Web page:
May 5, 2010 at 8:43 am   rating: 2  small thumbs up

     
  • #35   Gimparella

    On the one hand I appreciate the “not everybody’s issues are apparent” argument. On the other hand, it’s annoying to wait for a few elevators full of apparently able-bodied people to cycle past before one comes by with enough room to accommodate a wheelchair.

    You would think that at least one person in the past few decades would have said, “Since you can’t use the stairs and I can, how about you take my spot and I’ll hoof it the rest of the way?”

    May 5, 2010 at 12:04 pm   rating: 4  small thumbs up

     
  • #36   Cat

    I can’t believe how many people are complaining about this non-issue. This is such a minor thing to be annoyed over that the fact that anyone is boiling over with this kind of rage about it makes me think that this person is probably quite privileged and doesn’t have any actual problems to worry over.

    May 5, 2010 at 12:47 pm   rating: 9  small thumbs up

     
  • #37   Liz (submitter)

    Hahaha I can’t believe this made it! I submitted it forever ago! For the record, the writer is a SHE. This is among my favorites of her writing/creative arts samples. Also making the short list was her diatribe on the DPS, as well as a “doctoring” of our company dress policy pamphlet. The writer also does have boiling over rage issues, but who doesn’t? Also, while neither of us are originally Texans, we have grown to love this state for the unique place to live that it is.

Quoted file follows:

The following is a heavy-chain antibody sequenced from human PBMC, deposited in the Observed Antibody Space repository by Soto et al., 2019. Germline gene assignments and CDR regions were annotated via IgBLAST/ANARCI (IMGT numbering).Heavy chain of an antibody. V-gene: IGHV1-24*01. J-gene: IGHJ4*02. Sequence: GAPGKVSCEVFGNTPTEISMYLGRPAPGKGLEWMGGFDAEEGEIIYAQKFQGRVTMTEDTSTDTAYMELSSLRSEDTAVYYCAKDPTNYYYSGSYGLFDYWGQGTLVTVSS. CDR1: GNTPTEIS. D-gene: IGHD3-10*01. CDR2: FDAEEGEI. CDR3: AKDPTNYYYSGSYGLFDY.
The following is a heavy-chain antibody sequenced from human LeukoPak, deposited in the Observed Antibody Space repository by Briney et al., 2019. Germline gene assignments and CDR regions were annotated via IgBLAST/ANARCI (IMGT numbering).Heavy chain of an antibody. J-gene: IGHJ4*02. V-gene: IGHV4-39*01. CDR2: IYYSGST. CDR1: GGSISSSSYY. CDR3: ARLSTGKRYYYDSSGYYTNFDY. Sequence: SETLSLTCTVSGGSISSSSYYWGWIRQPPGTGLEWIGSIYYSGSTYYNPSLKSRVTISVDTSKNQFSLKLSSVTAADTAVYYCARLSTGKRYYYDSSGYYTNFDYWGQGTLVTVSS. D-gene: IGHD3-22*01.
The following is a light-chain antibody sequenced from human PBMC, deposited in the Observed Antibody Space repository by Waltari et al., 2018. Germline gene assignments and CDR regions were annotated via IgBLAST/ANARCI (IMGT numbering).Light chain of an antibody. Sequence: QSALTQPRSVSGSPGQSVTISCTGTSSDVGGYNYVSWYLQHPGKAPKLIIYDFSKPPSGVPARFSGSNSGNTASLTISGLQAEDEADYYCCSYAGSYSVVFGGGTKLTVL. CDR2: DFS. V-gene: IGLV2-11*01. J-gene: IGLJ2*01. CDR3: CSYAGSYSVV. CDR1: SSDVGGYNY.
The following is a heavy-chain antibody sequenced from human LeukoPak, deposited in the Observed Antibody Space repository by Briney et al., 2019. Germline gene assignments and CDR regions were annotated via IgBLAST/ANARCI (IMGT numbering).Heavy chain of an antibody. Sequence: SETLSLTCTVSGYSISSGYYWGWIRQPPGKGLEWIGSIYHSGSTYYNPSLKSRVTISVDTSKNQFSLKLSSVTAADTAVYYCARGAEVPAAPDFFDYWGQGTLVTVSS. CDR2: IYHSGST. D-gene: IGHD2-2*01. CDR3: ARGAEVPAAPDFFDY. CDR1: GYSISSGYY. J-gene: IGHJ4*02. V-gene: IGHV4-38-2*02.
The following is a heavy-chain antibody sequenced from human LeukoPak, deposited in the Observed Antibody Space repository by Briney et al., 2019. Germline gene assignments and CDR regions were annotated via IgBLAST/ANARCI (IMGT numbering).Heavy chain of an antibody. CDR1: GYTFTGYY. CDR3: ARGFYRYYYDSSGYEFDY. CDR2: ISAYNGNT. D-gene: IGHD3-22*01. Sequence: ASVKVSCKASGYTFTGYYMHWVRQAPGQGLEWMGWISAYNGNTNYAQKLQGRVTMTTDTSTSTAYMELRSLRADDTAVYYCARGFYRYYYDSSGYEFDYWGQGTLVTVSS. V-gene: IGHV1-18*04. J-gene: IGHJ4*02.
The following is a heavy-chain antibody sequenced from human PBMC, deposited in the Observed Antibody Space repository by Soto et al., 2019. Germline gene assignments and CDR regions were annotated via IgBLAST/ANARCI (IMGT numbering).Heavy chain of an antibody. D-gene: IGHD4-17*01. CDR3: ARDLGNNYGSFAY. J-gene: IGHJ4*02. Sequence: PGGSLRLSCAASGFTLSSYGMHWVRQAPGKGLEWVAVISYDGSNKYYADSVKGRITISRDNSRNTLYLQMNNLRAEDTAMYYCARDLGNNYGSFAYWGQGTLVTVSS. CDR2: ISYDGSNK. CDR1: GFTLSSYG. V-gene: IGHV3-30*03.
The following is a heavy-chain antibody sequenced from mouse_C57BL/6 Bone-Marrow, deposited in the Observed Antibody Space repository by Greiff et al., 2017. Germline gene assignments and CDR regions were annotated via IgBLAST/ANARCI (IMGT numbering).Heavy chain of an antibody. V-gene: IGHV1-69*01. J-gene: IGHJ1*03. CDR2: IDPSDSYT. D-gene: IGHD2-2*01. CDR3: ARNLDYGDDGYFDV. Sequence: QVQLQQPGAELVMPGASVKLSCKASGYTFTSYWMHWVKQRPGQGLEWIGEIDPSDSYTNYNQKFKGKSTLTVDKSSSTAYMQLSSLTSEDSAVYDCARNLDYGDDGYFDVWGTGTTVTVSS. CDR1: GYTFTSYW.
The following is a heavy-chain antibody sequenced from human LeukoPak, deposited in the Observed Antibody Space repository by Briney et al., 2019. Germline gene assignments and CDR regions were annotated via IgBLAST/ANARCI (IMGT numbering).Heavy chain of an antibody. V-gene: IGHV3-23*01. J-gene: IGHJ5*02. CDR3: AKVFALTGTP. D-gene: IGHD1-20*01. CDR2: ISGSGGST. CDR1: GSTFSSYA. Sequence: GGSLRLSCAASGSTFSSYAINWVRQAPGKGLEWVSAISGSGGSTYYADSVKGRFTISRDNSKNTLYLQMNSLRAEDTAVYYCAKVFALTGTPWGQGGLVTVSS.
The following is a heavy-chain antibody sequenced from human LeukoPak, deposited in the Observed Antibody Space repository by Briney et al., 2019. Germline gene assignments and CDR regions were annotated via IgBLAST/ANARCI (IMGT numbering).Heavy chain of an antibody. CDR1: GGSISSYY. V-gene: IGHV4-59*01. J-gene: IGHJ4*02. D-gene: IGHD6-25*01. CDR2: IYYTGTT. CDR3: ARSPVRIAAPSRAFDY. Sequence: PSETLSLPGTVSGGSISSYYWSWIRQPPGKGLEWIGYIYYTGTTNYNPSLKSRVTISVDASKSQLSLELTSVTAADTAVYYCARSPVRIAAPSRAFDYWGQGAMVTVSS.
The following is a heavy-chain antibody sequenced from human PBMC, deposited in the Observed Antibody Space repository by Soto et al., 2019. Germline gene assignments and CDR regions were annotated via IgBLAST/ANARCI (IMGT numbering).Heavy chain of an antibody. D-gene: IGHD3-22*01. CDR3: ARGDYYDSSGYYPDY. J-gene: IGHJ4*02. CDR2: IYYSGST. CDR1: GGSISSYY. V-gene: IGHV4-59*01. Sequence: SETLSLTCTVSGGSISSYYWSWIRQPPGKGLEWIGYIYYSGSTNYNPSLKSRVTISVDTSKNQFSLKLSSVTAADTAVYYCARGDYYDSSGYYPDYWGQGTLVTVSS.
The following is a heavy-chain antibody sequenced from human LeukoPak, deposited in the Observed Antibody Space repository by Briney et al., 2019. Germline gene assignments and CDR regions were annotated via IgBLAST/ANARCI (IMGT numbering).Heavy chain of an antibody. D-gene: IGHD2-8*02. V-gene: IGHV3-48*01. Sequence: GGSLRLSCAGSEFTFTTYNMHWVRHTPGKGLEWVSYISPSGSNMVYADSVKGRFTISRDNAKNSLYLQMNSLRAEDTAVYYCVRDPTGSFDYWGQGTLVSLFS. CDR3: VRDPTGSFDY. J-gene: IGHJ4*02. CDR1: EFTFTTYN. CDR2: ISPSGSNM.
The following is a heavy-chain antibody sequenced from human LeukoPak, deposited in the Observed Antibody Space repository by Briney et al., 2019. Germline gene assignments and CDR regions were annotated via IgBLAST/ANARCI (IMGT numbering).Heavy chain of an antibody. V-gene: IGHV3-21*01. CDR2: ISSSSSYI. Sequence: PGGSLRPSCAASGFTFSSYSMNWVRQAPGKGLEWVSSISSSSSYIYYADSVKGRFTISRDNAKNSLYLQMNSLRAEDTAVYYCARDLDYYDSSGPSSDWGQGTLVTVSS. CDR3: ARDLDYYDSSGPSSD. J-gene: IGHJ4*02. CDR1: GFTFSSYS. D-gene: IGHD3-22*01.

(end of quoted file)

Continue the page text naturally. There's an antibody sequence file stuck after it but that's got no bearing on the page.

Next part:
May 10, 2010 at 5:11 pm   rating: 1  small thumbs up

     
  • #38   Crazy

    I am the author of that note. Our elevators have been getting “modernized” (whatever the f*ck that means) for the past 4 years. A building of close to 1500 people and 20-something floors are sharing 4 elevators.
    And I will state it: If your “medical condition” doesnt allow you to walk up or down ONE damn flight of stairs there is something more wrong with you than a “medical condition.” I did it when I was 9 months pregnant WHILE wearing designer shoes…

    May 10, 2010 at 7:14 pm   rating: 11  small thumbs up

     
  • #39   Why climb when you can RIDE? | PassiveAggressiveNotes.com

    [...] Needless to say, the pudding was gone by the end of the day. * Perhaps you, dear reader, can keep this transcontinental chain alive. Please consider printing out your own copy of the above photo and posting it at your place of business and/or learning. related: You’re not even wearing designer shoes, so there’s no reason why you should be taking th… [...]

    May 17, 2011 at 2:45 pm   rating: 0  small thumbs up